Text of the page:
## Independence of Events in Probability

• Events are often classified as
• Dependent Events:
• General Examples
• If you park vehicle in unauthorized place, you are more likely to get a parking ticket
• You must buy a lottery ticket to have a chance of winning
• Independent Events
• General Events:
• Winning a Card game and running out of stock at home
• Taking an rapido ride and getting a gift from friend
• Two Events A and B are considered independent if any of the following is true
• P(A|B) = P(A)
• P(B|A) = P(B)
• P(A ∩ B) = P(A)*P(B)
• If none of the above holds good we call it dependent
• Example-1: Consider the following events
• A: odd number is rolled
• B: even number is rolled
• C: {1,2}
• Are A and B independent?
``````P(A) =  3/6 = 1/2
P(B) =  3/6 = 1/2
P(A|B) = P (A ∩ B)/ P(B)
P (A ∩ B) = 0
p(A|B) = 0
# Since none of the above cases are true
A and B are dependent events
``````
• Are A and C independent?
``````P(A) = 1/2
P(C) = 2/6 = 1/3
P(A|C) = 1/2 = P(A)
Events are independent
``````
• Example-2: Three Car brands X,Y and Z are ranked by judges
• A – Car X is ranked higher than Y
• B – Car X is ranked highest
• C – Car X is ranked second best
• D – Car X is ranked worst
``````Sample Space
E1: XYZ  E2: XZY E3: YXZ
E4: YZX  E5: ZXY E6: ZYX

A = { E1, E2, E5 }
B = { E1, E2 }
C = { E3, E5 }
D = { E4, E6}

P(A) = 3/6 = 1/2
P(A|B) = P(A ∩ B) / P(B) = 2/6 / 2/6 = 1
P(A|C) = P(A ∩ C)/P(C) = 1/6/2/6 = 1/2
P(A|D) = P(A ∩ D)/P(D) = 0

``````
• Result : A and C are independent & A,B and A, D are dependent

## Multiplicative law of Probability

• The probability of intersection of two events A and B is
``````P(A ∩ B )= P(B)*P(A|B)
``````
• If the events are independent “`P(A ∩ B) = P(A) * P(B)
• Example: Lets consider the Dependent events, when you roll a die
• A: Odd Number
• B: `number < 4`
``````P(A) = 3/6 = 1/2
P(B) = 3/6 = 1/2
P(A|B)= 2/3
P(B|A) = 2/3

P(A ∩ B) = 1/2 * 2/3 = 1/3
``````

• Probability of union of events `P(A U B) = P(A) + P(B) - P(A ∩ B)`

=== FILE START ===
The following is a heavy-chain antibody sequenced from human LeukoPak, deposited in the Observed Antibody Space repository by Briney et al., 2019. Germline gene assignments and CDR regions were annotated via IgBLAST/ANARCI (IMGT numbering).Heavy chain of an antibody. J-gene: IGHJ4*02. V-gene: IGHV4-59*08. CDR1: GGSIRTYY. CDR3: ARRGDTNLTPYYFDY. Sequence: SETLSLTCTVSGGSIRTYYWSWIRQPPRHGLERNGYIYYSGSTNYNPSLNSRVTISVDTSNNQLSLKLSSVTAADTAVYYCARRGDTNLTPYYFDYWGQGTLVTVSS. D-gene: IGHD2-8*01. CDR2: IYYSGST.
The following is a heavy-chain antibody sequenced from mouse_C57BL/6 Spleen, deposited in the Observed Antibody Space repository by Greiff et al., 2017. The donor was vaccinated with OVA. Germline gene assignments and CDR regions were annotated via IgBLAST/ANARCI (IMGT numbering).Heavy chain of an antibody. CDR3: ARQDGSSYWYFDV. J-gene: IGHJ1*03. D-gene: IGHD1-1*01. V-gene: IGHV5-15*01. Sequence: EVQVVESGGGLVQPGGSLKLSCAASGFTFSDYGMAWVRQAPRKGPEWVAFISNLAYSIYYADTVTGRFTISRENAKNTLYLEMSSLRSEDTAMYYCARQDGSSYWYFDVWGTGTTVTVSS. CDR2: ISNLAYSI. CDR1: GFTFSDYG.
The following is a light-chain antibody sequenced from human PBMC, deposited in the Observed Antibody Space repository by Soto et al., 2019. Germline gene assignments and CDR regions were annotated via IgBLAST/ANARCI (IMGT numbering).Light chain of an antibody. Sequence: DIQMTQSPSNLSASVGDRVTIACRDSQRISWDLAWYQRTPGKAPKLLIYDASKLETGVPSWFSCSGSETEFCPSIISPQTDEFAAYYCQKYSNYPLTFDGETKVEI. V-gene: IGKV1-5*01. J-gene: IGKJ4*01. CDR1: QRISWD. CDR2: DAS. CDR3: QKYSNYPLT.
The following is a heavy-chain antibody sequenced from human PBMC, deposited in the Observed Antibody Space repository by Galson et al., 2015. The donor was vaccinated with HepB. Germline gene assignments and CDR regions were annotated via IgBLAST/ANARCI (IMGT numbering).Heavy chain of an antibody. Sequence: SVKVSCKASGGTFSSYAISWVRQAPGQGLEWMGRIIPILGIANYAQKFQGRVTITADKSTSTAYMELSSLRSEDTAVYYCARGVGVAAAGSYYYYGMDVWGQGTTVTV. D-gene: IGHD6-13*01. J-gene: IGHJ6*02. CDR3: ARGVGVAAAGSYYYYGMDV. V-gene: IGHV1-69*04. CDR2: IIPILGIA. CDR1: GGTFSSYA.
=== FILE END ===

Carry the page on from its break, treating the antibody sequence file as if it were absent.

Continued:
• If A and B are mutually exclusive `P(A U B) = P(A) + P(B)`

## Law of Total Probability

• Partitions: If S is the Sample space of the experiment and given k disjoint events B1, B2….BK
• we can say that these events form the Partition of S
• Law of Total Probability:
• Suppose B1….Bk are the partitions over the space S and P(Bj) > 0 for j= 1…k
• Then for every A in S
• We can have a conditional version
• Example:
• A player plays a game where the final score is somewhere from 1 to 50 (equally likely)
• Players score after first game is X
• Player continues to play until they obtain another score Y such that `Y>X`
• What is P(Y=50)
• Lets define B i = P(X=i), the value is likely to be any number i, i+1 …. , 50 and Each of these (51-i) values for Y are equally likely

## Bayes Theorem

• This describes probability of an event bas on prior knowledge of conditions that might be releate to the event
``````           P(B|A) P(A)
P(A|B) = ------------
P(B)
``````
• There is an extended form of Bayes theorem for partitions
• Let events B1,….., B k form a partition set over S such that `P(B j) > 0` for j = 1…k abd let A be the event such that P(A)>0 Then for i = 1..K
• Conditional version
• Example:
• You can test a person for the presence or absence of particular disease
• The test is 90% reliable
• If the Person has the disease `P(test positive) = 0.9`
• If the person does not have the disease `P(test positive) = 0.1`
• Chance of having this disease is 1 in 10000
• You have tested positive. What is the probability that you actually have a disease
• Solution:
• Let B1 denote you have the disease and B2 denote that you do not
• B1 and B2 will for partition
• Let A denote the event that the response to test is positive

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